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Film: I Think We're Alone Now (2008)
Director: Sean Donnelly
Streaming On: Netflix, Amazon
Primary Focus Of Study: Tiffany super-fandom
Secondary Focuses Of Study: Obsessive fandom in general, mental illness, loneliness
Obsessive fandom is a subject of particular interest of me. I wrote a book (You Don’t Know Me But You Don’t Like Me) about Juggalos and Phish fans, and when I worked on “Weird Al” Yankovic’s coffee-table book, I vividly remember turning around during one of his shows and seeing the fan behind me mouthing along to every word, an almost spookily huge grin on her face, lost in the music, as if she were in a hypnotic trance.
Yet in all my work on those books, I never encountered fans as obsessive as Jeff Turner and Kelly McCormick, the fans of 1980s pop star Tiffany chronicled in the 2008 documentary I Think We’re Alone Now. That might be because Turner and McCormick cross the line separating obsessive fans from what are commonly known as “stalkers.” (Turner in particular gained a degree of infamy when he attempted to give Tiffany a samurai sword as a present, a gesture that was not received in the manner he intended.) Turner and McCormick’s interest in Tiffany seems to be a byproduct of mental illness more than a matter of musical preference.
Both live on government assistance. Turner is a 50-year-old man with Asperger syndrome who has invested much of his money in books on secret conspiracies and contraptions he is convinced will increase his already intense telepathic connection to Tiffany. Kelly is an intersex running enthusiast who was raised as a girl by her mother and a boy by her father. She developed an obsession with Tiffany after waking up from an extended coma in the late 1980s following a bike accident. For both Turner and McCormick, Tiffany fandom fills the role that in most people’s lives are filled by jobs, families, and romantic relationships. It gives them a focus for their energies. Turner is also a devout Christian; he worships at the altar of Christ as well as Tiffany, and seems to see both faiths as equally important and worthy of his time.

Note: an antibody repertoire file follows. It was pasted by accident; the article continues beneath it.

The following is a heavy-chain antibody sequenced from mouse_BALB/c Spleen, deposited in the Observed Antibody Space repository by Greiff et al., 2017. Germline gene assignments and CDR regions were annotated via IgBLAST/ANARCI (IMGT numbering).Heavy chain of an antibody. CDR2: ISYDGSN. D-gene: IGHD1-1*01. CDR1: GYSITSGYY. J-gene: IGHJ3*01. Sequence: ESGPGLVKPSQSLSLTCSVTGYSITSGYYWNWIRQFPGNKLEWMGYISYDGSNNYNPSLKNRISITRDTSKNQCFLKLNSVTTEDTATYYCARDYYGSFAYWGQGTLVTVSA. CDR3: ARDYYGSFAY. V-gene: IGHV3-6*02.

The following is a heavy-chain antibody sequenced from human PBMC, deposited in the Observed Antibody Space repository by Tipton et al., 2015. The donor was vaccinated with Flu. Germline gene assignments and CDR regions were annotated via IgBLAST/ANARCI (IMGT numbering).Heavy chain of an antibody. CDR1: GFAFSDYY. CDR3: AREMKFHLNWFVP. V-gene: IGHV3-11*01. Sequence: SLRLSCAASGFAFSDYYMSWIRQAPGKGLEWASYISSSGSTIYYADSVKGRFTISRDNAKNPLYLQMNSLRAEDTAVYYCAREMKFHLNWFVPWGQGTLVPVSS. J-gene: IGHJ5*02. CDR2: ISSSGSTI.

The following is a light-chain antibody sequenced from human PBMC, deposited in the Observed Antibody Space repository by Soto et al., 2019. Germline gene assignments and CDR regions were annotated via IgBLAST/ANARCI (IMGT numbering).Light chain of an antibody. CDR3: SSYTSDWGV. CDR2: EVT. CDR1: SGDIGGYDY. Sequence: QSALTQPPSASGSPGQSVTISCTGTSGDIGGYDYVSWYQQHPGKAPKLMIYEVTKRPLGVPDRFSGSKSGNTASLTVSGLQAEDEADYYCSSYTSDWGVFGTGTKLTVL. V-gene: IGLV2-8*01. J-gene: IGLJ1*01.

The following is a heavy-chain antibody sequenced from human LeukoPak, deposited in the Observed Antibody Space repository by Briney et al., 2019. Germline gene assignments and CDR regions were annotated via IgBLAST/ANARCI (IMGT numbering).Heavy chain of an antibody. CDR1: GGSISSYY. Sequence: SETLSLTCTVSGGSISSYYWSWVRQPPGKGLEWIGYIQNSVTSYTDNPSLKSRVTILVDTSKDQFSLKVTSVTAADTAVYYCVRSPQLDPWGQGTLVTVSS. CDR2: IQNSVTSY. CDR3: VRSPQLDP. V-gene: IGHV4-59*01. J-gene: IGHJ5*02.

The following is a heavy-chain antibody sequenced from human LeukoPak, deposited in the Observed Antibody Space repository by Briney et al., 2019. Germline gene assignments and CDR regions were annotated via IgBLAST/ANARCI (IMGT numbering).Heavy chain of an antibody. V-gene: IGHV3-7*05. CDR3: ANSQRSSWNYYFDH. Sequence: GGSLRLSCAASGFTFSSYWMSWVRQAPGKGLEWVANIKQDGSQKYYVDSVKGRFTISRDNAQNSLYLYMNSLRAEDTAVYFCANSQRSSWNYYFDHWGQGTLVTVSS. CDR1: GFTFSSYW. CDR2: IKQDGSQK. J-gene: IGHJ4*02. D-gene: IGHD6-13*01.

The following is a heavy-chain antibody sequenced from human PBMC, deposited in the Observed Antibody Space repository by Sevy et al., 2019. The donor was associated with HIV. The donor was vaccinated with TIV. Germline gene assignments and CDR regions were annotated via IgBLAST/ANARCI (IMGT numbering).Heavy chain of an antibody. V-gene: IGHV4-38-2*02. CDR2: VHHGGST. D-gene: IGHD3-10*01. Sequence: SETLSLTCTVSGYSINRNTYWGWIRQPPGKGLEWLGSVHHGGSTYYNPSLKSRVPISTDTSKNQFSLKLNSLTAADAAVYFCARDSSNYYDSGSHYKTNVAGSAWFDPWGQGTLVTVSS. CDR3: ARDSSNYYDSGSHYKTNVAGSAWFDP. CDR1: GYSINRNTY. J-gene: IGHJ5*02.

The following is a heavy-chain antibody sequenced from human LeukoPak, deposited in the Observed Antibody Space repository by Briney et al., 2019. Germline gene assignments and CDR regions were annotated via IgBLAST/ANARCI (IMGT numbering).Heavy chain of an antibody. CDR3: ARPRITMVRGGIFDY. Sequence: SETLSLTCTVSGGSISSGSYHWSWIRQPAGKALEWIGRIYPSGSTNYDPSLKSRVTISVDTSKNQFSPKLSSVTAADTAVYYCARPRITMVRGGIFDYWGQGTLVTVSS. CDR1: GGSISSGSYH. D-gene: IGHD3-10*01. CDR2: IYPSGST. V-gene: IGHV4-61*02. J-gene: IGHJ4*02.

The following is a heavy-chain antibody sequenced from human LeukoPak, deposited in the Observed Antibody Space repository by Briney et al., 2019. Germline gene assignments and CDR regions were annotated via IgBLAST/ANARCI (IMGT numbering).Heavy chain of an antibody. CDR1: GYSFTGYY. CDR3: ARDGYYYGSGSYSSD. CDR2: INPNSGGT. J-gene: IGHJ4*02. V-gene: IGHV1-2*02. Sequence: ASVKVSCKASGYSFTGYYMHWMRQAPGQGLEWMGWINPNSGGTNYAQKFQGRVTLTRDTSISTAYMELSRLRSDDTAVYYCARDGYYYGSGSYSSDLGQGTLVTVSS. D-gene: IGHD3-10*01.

In the end, the subject of Jeff and Kelly’s fixation doesn’t matter anywhere near as much as the fixation itself, and the way it fills otherwise sad and directionless existences with at least the illusion of meaning and connection. This is underlined by a film-closing revelation that Jeff, having reconciled himself to the fact that Tiffany’s marriage will unfortunately keep them from ever being together, switches his energies over to someone he considers much more attainable: Alyssa Milano. As he talks up Milano’s “erotic art films” Embrace Of The Vampire and Poison Ivy 2, it becomes apparent that he’s just putting the same compulsive instincts into a slightly different form. So while I Think We’re Alone Now is not terribly educational on the specific subject of Tiffany fandom, it’s a fascinating look into the strange emotional terrain of obsession and the role it plays in the lives of its utterly singular, yet strangely simpatico, characters.
Educational value: Meets expectations.
Entertainment value: Exceeds expectations.